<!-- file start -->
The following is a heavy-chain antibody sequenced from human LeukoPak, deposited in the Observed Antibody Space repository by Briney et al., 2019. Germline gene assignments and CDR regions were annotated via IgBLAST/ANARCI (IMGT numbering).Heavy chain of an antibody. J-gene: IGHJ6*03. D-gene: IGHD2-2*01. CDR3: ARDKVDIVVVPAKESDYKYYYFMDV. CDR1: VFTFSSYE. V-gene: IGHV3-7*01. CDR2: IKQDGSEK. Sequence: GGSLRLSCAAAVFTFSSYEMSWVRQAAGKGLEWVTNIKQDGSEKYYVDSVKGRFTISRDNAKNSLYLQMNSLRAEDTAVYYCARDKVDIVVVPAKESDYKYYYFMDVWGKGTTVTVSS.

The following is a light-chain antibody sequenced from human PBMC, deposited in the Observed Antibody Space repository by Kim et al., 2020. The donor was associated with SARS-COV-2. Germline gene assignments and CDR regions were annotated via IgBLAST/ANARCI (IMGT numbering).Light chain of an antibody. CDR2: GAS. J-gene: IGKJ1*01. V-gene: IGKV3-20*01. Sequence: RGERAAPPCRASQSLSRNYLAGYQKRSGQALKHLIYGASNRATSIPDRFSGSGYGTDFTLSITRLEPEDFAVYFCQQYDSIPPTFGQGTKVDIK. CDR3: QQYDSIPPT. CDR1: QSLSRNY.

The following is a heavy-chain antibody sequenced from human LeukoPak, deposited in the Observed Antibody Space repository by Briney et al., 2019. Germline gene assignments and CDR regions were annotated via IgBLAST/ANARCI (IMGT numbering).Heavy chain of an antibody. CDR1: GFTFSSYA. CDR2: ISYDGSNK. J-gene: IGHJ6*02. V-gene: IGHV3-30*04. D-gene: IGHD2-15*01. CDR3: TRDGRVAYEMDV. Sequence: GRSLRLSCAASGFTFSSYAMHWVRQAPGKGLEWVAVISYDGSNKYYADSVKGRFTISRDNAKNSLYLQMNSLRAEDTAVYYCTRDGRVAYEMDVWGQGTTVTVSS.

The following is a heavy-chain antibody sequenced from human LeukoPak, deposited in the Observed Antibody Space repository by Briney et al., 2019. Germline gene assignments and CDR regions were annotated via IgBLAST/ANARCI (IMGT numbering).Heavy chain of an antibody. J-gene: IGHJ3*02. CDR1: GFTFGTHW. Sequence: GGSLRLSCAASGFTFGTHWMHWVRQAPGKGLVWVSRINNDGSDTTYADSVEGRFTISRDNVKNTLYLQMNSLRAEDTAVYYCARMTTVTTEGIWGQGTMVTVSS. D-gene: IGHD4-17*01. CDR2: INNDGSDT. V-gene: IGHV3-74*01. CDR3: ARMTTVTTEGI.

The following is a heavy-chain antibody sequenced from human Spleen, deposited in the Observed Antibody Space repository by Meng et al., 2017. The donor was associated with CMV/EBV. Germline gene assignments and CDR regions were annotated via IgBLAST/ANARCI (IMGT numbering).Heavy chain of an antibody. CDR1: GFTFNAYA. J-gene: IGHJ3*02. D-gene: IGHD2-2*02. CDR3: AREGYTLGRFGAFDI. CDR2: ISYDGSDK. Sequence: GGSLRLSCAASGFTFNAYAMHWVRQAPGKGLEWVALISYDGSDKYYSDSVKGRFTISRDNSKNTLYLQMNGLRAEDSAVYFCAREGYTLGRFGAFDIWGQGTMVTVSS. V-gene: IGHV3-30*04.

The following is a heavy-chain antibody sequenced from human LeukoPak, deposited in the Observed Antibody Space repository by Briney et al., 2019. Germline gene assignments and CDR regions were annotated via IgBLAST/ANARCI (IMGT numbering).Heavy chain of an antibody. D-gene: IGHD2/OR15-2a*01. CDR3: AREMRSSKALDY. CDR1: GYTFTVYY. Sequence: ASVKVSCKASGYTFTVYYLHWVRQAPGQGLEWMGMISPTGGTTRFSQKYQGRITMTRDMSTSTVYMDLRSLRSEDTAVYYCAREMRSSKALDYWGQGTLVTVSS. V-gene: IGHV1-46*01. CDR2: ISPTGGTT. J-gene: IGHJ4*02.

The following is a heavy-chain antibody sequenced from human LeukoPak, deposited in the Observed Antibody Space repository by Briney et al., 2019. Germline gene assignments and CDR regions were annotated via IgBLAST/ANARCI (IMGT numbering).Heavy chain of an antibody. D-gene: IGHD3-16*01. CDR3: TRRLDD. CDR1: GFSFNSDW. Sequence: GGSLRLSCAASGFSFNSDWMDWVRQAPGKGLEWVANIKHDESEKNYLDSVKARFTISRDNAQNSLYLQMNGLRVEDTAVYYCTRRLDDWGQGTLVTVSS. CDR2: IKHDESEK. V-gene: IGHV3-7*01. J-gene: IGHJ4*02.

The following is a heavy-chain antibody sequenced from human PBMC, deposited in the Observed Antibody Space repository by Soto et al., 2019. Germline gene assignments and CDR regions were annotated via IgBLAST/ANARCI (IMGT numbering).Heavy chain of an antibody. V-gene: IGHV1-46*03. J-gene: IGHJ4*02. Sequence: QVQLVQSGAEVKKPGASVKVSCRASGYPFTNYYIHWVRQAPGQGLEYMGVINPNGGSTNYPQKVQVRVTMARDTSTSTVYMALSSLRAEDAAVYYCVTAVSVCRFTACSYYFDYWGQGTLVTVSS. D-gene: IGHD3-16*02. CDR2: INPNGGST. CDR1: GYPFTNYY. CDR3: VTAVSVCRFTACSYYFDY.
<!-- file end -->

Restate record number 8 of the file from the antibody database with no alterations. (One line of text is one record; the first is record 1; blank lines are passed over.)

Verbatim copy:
The following is a heavy-chain antibody sequenced from human PBMC, deposited in the Observed Antibody Space repository by Soto et al., 2019. Germline gene assignments and CDR regions were annotated via IgBLAST/ANARCI (IMGT numbering).Heavy chain of an antibody. V-gene: IGHV1-46*03. J-gene: IGHJ4*02. Sequence: QVQLVQSGAEVKKPGASVKVSCRASGYPFTNYYIHWVRQAPGQGLEYMGVINPNGGSTNYPQKVQVRVTMARDTSTSTVYMALSSLRAEDAAVYYCVTAVSVCRFTACSYYFDYWGQGTLVTVSS. D-gene: IGHD3-16*02. CDR2: INPNGGST. CDR1: GYPFTNYY. CDR3: VTAVSVCRFTACSYYFDY.